Foley Guitars start at $3,500. Ed Foley: 973-786-6077
Dale Unger of American Archtop Guitars in Nazereth, PA creates functional works of art for jazz players and other aficionados of blues and classical. A seven-string flamed maple guitar with German spruce top and caramel candy violin finish, floating pickup, f-holes, an ebony foot-shaped tailpiece and a carved, solid ebony neck is his American Legend model and it's gorgeous a liquid shimmer of music.
"I was always intrigued. I grew up in Nazareth. My friend worked at Martin. My father was a woodworker." Dale remodeled and built houses on spec until he built his first flat top guitar in '77 with Dick Boak of Martin. In exchange for renovating a church into a studio and performance center, he bartered with Boak to learn to build a guitar. He built flat tops till '92 when he apprenticed with Bob Benedetto, archtop builder. "I had the opportunity to go for it, so I did it." Dale started his own brand in '95 with three 7-string guitars. (The seven string, popularized by jazz guitarist Bucky Pizzarelli adds a bottom bass string) "The seven-string is the niche I went for. There was a need and not many were being made at a reasonable price."
Dale starts with a one-inch piece of wood and carves the top and back cello style with the same arch, first by machine, then with scrapers by hand. He loosens the top and back so the sound responses are better. The sides are soaked in a tub of water, placed into a homemade bending machine, then clamped to a guitar body form overnight. He dries neck wood for 4-6 years. Tiger maple which grows locally is the best hardwood for necks. Dale uses jumbo frets that help in intonation. The Collector Series are one of a kind.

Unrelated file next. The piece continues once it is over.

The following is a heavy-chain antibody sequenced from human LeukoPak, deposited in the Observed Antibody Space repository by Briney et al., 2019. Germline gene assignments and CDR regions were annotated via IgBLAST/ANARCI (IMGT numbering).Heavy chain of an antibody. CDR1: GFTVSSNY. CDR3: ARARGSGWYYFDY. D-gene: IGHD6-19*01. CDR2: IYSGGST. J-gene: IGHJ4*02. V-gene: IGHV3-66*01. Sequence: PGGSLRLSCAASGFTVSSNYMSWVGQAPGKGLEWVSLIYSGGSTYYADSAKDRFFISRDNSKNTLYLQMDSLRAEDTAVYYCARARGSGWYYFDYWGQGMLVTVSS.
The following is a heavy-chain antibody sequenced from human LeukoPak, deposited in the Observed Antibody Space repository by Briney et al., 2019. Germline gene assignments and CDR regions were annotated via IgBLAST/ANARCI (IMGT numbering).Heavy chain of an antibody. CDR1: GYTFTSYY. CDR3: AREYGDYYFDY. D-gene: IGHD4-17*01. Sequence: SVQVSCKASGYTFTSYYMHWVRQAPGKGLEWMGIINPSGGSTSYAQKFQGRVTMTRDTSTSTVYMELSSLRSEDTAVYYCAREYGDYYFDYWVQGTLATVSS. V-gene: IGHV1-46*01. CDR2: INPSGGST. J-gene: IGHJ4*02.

The archtop guitar is the only instrument designed and built in America an American art form. Originally designed to cut through an orchestra to keep rhythm before amplifiers were built, an archtop will project across a room.
"Not only are my guitars beautiful, they have to work in the end. One of my most enjoyable things is getting them into the hands of the players, not having them hang on the wall."Dale enjoys turning the wood into a piece of art that's an instrument. "I make a living doing what I like to do. Having players play them and going out to hear them is the true enjoyment. It's a dream. Really. Sometimes I have to pinch myself."
American Archtops start at $3,500. Dale Unger, 570-992-4956
Hanging on the wall of Granata Guitars in Oak Ridge, scrawled in pencil, is an inscription on a 16th century lute:
Peter Granata was a carpenter all his life until 12 years ago when he journeyed west and saw Jim Olson, a Minnesota man, build a guitar. He was fascinated. "I found that not only did the guy make beautiful guitars, there's so much more we can do as individuals than a factory that can't push the envelope like we can."
When Peter returned to the East Coast, he visited every guitar shop he could find. He too went to Martin and looked at their tooling and watched them machine their famous instruments. It took him a year and a half to make his first guitar. "It's like a four-year-old made it, but it's my sweetheart."
On the table in the shop lies a beauty. Fine strands of Paua abalone set off the curvy lines of dark Indian rosewood and gently bowed Engleman spruce with abalone trim. Mother-of-pearl sparkles on a matte ebony fingerboard and bridge. Slender light pieces streak between frets on the wide five-piece neck. Glue is stronger than grain he says.
His wood closet holds the strips, sheets and 3x3s of wood that one day will be instrument. He saves the scraps to experiment on wild stuff like V-necks and offset centers.
Granata Guitars have wood binding, a high gloss finish and an arched top. Most have ebony knobs and fingerboard on the hand-carved necks. Peter makes most of his own equipment, like his "sidebender" with metal forms heated by three 200-watt bulbs that dry the wood to shape. "Half the work is making your own jigs and fixtures, and making them work for you," he says. One jig cuts the neck. "I got drawers full of cool stuff."